Ideas published here should be considered half-baked, at best.
Tonight marks the fourth meeting of our class exploring discourses in education at UVic. We are a fairly small class or 14 new PhD and 3 MEd students who meet for 3 hours per week. We are a diverse group with people from Tanzania, Nigeria, Brazil, Mexico, Australia, Barbados, Canada, and other countries I can't recall. Many of the group have moved themselves and their families from far-off places to study in Victoria, and at least one is still unsure about being able to secure a study visa. It's an expensive prospect.
McGranahan, C. (2015). What is Ethnography? Teaching ethnographic sensibilities without fieldwork. Teaching Anthropology; Vol 4 (2014): Learning by Example. https://doi.org/10.22582/ta.v4i1.421
The primary focus of this paper is a discussion of what seems to be a controversy about how and when to teach ethnography to under-graduates. As such, it's a little peripheral to my needs right now, but there are some very interesting examples of ways to get students thinking ethnographically that I found compelling.
Ling, M. 1999. The Anthropology of Everyday Life: Teaching about Culture in Schools. In R. Case & P. Clark (Eds.), The Canadian Anthology of Social Studies: Issues and Strategies for Teachers, pp. 51-58. Vancouver, BC: Pacific Educational Press.
McGlashan, Haley, & Fitzpatrick, K. (2017). LGBTQ youth activism and school: challenging sexuality and gender norms. Health Education, 117(5), 485–497. Retrieved from https://doi.org/10.1108/ HE-10-2016-0053
Inclusion and cultural acceptance of LGBTQ students and staff is still a problem and this article highlights some of the challenges faced by members of the LGBTQ community infinding support, promoting acceptance in public, and avoiding 'outing' those who need confidential support but who may be harmed if the broader community is aware of their identity.
Erickson, F. (1987). Conceptions of School Culture: An Overview. Educational Administration Quarterly, 23(4), 11–24. https://doi.org/10.1177/0013161X87023004003
As I get into this course and seek strategies for writing while I read, I'm finding that this blog is a decent spot for doing that. It is one thing to doze your way through readings and presume that you have caught enough of the argument to have an intelligent conversation in class, but it is another to actively consider prompts and questions (conveniently provided by our prof) and write responses that can be exposed to a wider community who might actually respond!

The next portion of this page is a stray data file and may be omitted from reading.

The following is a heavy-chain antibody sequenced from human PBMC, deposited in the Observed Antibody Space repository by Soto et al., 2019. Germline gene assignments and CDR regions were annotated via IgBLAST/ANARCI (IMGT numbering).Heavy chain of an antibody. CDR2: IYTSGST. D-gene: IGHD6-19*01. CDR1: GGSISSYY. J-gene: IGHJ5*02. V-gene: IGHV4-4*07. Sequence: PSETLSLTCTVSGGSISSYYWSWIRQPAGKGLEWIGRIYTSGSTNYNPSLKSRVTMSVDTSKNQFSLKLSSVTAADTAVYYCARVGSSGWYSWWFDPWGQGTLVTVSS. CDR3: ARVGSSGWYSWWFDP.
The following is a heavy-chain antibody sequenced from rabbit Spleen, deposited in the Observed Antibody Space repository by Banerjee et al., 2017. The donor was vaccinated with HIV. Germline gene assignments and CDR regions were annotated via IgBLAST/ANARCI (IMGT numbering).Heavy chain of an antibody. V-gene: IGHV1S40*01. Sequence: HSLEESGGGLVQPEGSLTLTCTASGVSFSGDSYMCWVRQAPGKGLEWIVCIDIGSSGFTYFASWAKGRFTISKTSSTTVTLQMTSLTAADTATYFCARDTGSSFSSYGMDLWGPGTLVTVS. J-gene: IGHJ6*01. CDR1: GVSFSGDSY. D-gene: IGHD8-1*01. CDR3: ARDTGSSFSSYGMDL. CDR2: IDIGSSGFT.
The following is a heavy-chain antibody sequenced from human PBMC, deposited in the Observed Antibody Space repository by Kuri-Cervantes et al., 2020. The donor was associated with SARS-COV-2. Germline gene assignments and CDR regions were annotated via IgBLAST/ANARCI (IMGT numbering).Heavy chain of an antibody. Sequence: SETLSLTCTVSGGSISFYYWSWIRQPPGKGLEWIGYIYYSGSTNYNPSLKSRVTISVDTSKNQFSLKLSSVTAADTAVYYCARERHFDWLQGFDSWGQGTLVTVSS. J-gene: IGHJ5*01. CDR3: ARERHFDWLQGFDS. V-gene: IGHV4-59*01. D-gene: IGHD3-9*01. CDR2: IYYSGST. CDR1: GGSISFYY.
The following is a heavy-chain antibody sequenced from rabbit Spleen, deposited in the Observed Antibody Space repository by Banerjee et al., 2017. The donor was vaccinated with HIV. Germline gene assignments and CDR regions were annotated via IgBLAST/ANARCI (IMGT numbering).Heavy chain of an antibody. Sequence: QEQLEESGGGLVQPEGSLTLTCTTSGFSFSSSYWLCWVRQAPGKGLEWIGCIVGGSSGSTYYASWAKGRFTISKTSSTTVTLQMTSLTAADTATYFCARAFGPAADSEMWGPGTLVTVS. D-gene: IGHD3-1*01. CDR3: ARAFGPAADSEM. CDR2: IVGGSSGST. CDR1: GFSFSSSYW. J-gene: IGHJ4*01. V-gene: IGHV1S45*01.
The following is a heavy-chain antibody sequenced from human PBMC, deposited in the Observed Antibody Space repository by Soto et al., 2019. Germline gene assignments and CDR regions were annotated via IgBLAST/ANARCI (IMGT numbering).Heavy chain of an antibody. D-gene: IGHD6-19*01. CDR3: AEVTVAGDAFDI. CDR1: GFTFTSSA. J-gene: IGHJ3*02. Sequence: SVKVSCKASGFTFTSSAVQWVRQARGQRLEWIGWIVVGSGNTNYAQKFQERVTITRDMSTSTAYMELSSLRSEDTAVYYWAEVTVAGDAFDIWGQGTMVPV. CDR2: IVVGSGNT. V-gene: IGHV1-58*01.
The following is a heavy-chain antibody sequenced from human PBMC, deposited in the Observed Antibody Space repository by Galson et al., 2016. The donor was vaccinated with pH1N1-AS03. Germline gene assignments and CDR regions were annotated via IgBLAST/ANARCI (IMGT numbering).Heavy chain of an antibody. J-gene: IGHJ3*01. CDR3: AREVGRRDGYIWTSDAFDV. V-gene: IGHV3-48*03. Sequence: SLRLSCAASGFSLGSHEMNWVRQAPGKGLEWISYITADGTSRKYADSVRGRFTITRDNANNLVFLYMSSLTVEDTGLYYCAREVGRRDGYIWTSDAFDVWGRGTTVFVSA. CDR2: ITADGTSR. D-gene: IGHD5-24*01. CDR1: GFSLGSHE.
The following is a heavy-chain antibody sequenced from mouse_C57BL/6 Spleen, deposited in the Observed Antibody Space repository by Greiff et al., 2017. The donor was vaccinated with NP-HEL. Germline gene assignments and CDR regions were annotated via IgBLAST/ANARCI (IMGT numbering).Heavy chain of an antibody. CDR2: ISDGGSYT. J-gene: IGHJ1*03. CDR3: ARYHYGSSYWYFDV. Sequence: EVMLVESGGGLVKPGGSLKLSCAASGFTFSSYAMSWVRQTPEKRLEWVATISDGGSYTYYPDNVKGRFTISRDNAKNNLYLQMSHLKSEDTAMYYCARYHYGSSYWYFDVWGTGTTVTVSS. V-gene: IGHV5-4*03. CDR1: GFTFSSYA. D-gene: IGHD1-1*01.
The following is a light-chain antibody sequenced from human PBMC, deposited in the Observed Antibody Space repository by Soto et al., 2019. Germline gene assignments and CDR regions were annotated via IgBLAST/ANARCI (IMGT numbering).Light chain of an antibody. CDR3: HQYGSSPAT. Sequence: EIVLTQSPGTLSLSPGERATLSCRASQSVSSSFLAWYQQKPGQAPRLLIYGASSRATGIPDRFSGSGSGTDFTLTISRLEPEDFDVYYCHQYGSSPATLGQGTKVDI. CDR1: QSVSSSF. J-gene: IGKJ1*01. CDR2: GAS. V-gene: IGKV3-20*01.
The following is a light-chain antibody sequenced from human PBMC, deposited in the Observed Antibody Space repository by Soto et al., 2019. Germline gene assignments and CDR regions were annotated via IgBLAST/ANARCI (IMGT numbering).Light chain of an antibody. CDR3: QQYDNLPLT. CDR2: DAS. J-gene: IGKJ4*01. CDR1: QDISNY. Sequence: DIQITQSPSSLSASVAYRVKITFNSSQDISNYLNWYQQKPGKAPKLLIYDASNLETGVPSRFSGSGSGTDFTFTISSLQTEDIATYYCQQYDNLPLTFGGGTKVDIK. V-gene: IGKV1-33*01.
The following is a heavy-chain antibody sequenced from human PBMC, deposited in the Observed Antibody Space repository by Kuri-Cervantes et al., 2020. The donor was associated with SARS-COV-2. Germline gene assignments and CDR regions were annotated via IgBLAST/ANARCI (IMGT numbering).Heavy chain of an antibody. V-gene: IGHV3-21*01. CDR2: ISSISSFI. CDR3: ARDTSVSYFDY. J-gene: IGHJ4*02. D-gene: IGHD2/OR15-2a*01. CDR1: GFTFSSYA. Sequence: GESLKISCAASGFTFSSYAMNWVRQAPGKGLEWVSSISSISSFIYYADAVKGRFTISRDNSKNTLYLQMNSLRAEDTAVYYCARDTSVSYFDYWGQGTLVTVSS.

Here is the first prompt for this article:
Why/how is knowledge about (un)familiar school cultures important?
Pelissier, C. (1991). The Anthropology of Teaching and Learning. Annual Review of Anthropology, 20, 75–95. Retrieved from http://www.jstor.org.ezproxy.library.uvic.ca/stable/2155794
This post is just a lot of thinking out loud. There is no coherent argument found here. Consider yourself warned.
The first reading for week 3 of EDCI 614 is
Miner, H. (2012). Magical practices among the Nacirema. In D. J. Hodges, The anthropology of education : classic readings.
After the break are some questions provided to guide our thinking as we read the article...
The next several years of my life are going to be filled with more writing than I have done in a long time. Actually more than I have ever done. So, in an attempt to begin to get into a rhythm of writing and thinking, and thinking by writing, and writing while I read, here we go. Last night, I ordered We Make the Road by Walking: Conversations on Education and Social Change featuring Myles Horton and Paulo Friere 'talking a book' in 1987.
One of the significant drivers for many in the open education field is that of increasing access to higher education, often through reducing costs for course materials. Another approach is to scaffold multiple points of access to higher education through what Irvine, Code, and Richards 2013 call multi-access learning.